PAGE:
Find out the importance of cleaning patio furniture, and what’s the best patio furniture cleaner to use? You might be surprised how easy these important cleaning tips for patio furniture.
When it's summer again and you're going to be using your patio furniture again, cleaning patio furniture is necessary. Are you excited about enjoying the backyard, garden or at the least your patio deck, you may notice that your patio furniture is dirty dusty full of cob webs and not looking inviting as it did when you first bought it.
Between dust, dirt getting baked in from the sun, getting rained on fading, birds hanging out right above your furniture for what ever reason when they had a park across the street and natural wear and tear from the elements it can get a bit yucky looking.
You biggest enemy when cleaning patio furniture destroying your beautiful designer patio furniture is the sun, wind, and dust that your patio furniture is exposed to on a daily basis can do quite a number on its looks. Learn how to clean patio furniture, here are some tips you should know.
It seems the one thing nobody mentions are those cute little birds that hang out in your backyard and sing beautiful songs for you early in the morning, Watch out for their pretty little presents thy leave for you, the droppings can discolor your furniture and cause permanent staining, so make sure to at least hose it off when ever you see some. This is a very important reason why cleaning patio furniture must be done.
I Hope These Cleaning Patio Furniture Tips Will Help You To Keep Your Patio Furnitre Looking New Longer
Using Safe Products From Your Home For Cleaning Patio Furniture Of Mold
Start with a spray bottle filled with white vinegar. For mildew that’s just starting to develop, spray the affected area thoroughly with the vinegar and allow it to soak in for a few minutes. Wipe off mildew with a cloth you may have to repeat this, depending on how bad the mildew is.
Mix 1/2 cup white vinegar, 1 cup ammonia and 1/4 cup baking soda into 1 gallon of warm water. Sponge onto mildewed wood furniture. My mother used to use this on everything, it's a very old recipe.
Mix 2 cups white vinegar and 2 tbsp. of dish soap into a gallon of hot water. Use a sponge or brush to clean mildew off plastic patio furniture and umbrellas. Use an old toothbrush for corners and crevices, those old tooth brushes really com in handy for getting the dirty work done.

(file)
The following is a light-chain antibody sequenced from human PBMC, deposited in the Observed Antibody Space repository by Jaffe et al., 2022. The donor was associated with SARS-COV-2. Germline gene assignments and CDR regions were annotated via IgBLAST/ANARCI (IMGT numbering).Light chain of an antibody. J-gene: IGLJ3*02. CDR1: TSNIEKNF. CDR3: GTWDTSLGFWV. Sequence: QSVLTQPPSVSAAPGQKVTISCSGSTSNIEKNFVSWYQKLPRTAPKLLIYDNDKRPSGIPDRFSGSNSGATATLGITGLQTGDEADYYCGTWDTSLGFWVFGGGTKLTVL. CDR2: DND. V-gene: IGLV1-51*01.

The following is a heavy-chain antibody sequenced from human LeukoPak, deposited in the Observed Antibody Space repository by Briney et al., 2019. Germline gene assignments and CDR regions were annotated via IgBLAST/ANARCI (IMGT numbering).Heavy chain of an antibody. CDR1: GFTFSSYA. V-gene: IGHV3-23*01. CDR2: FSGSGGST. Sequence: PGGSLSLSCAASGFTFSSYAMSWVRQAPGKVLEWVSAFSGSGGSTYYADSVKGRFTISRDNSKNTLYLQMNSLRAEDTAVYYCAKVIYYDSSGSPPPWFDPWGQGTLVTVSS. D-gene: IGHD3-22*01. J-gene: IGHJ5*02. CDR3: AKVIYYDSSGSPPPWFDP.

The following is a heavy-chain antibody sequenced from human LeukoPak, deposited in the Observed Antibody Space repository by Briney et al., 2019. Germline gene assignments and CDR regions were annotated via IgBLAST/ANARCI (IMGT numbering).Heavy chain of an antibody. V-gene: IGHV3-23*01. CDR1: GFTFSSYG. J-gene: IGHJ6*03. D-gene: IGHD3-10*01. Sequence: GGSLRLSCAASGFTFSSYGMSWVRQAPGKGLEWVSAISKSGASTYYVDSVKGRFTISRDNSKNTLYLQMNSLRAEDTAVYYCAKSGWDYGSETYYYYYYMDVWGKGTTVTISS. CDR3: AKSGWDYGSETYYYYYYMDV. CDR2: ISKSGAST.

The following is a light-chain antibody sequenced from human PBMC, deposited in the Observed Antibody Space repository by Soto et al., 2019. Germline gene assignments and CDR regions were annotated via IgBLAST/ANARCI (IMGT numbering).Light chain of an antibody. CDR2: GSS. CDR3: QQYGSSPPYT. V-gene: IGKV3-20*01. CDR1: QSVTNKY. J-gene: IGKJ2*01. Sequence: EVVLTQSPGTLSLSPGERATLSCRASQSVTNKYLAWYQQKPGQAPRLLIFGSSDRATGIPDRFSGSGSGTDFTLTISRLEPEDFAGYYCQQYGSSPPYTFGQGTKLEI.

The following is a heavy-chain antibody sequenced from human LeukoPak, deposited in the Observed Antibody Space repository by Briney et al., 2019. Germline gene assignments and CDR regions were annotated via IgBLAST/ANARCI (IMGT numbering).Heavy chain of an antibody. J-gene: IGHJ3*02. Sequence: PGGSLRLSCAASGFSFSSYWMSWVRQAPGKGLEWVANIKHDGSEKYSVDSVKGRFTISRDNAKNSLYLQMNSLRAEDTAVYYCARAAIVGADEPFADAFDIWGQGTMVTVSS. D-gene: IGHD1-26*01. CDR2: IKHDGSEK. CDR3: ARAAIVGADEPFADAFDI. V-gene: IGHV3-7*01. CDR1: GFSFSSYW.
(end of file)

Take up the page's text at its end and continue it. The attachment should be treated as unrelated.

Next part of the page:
Pour 2 cups of water and 2 tsp. of tea tree oil into a spray bottle. Spray on mildewed furniture. Don't rinse it off. This is one I have not tried but I don’t believe it can do any harm.
This bleach mixture works great...... The ratio of bleach to water can vary. First try 1 part bleach to 5 parts water for milder mildew, if that isn’t enough increase it to equal amounts of bleach and water if your mildew problem is really bad don't get frustrated and pour the whole bottle on the problem although you may want to try a little more bleach and let it sit but don’t let it dry, then scrub with a brush.
Its really important to make sure you rinse everything with clean water after your finished.
Try this stronger bleach solution from Kansas State University. Spray wooden surfaces with a mixture of 1 quart of bleach, 3 oz. trisodium phosphate and 1 oz. non-ammonia laundry detergent dissolved in 3 quarts of water. For painted surfaces, use 1 quart of bleach, 1/3 cup non-ammonia detergent and 3 quarts water this should do the trick.
It may be necessary to use some type of scrub brush at times, just don't use a metal scrub brush.
Here Are Some Great Patio Furniture Cleaners That I Recommend
Cleaning Patio Furniture.....How To Clean teak
No matter if you have new teak furniture or older teak you should decide how you want your outdoor teak furniture to age, and choose the best means of cleaning patio furniture.